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The TEACH Act, passed in 2002, creates something similar to the educational use exemption specifically for online learning. The TEACH Act only applies to educational institutions that meet certain requirements, which Empire State College does.
What are the TEACH Act requirements on a case-by-case basis?
The content must be used in a course that is part of the curriculum and requires enrollment. The TEACH Act doesn't apply to extracurricular activities, conferences, etc.
The content must be instrumental to learning objectives. It can't be for entertainment or decoration.
The content has to be used in a way that is analogous to playing it in the classroom. In other words, it can't be self-directed supplemental materials, research, or homework.
The content must be legally obtained and legally acquired.
The content must be presented with a copyright notice and a warning that it is not to be copied or redistributed. All pages within the LMS have a generic copyright warning, but you must also mark the specific content. College best practice combines that with a full citation of the source. The actual wording isn't important as long as it contains the right information and a full citation in a style appropriate for the subject area. For example, in a video caption:
This content is the intellectual property of Dr. Sue Nott of Columbia University. No further copying or distribution is permitted.
Nott, S. [ColumbiaSue]. 2016, June 20. The Internet is Pretty Awesome [Video File]. Retrieved from: https://url.com
The content can't be any type typically created and marketed specifically for use by students, such as textbooks, anthologies of selected readings, workbooks, or the supplementary materials that come with textbooks.
You can only digitize the materials yourself if they aren't already available for purchase in the format you need. When you digitize the material, you can only digitize the amount you are going to use for this course. You cannot break or bypass digital rights management technology (passwords, encryption, etc.). You also can't keep a collection of digitized materials to share across courses or with other faculty.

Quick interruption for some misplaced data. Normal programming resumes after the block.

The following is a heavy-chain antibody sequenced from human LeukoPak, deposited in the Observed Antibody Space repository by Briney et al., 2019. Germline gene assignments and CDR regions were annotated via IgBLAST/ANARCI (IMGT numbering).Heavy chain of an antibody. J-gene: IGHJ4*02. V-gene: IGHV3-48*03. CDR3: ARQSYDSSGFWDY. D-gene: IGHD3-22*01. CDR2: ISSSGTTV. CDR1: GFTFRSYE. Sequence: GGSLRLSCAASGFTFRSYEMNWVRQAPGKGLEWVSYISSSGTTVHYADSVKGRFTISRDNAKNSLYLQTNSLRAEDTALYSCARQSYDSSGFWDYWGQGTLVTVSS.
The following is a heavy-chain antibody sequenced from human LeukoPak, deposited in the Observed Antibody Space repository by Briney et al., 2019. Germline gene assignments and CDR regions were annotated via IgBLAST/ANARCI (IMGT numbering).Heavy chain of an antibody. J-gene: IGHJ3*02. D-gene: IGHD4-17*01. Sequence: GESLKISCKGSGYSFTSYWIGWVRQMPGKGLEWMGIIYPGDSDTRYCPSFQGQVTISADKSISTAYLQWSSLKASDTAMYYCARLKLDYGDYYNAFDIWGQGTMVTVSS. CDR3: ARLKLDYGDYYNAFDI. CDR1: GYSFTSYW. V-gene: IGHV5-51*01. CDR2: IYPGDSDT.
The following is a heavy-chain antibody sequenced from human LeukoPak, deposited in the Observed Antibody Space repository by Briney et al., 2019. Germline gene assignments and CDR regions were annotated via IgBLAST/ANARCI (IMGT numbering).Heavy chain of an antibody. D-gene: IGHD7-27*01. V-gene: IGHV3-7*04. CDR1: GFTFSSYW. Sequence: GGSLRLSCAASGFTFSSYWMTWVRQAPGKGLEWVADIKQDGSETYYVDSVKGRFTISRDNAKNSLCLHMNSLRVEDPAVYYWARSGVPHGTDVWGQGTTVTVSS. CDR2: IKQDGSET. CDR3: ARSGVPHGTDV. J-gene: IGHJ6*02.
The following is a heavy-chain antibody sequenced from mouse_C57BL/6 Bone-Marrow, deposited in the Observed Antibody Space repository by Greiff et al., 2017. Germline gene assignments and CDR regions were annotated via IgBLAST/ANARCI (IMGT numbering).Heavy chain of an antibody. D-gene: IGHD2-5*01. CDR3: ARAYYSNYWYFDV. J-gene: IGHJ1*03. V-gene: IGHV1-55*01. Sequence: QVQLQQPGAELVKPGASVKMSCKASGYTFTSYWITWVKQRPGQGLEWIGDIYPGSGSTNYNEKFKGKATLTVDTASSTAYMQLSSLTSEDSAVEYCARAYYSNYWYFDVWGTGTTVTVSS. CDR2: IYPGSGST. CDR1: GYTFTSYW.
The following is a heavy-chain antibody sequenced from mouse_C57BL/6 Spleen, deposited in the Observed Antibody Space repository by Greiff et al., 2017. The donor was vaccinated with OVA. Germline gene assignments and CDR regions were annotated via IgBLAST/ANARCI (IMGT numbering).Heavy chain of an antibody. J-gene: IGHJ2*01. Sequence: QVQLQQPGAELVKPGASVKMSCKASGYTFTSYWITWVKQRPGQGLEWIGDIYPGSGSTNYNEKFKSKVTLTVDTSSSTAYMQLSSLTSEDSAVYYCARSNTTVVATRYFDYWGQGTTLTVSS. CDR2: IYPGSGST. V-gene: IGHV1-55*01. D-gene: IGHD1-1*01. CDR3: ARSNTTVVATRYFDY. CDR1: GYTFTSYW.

What does the TEACH Act allow?
Inside a course in the LMS:
You can post an entire, nondramatic, nonfictional work, i.e. a documentary, news broadcast, educational video, reading of a poem, or most musical works.
You can post clips of dramatic or fictional works, i.e., a movie, television program, or narrative musical work like an opera or musical. The exact wording is "reasonable and limited portions... comparable to that which is typically displayed in the course of a live classroom session."
You can post whole images of any size and resolution.
College-level TEACH Act Requirements
What are the TEACH Act requirements for the institution?
accredited, nonprofit educational institution
copyright policy compliant with U.S. copyright law
provides faculty, staff and students with information about U.S. copyright law
notifies students that materials used in conjunction with a course are subject to copyright protection.
What are the TEACH Act requirements for the technological infrastructure?
a way to make sure that the content is accessible only to the students enrolled in a particular course, and only for the duration of that course
a way to make sure that the content is removed at the end of term; the content can't be saved between terms, or stored for future use
ways to make it impossible, or at least difficult, for users to retain or redistribute copies of the materials; this may include putting audiovisual content on a streaming server, rather than putting the file directly onto the course page for users to download.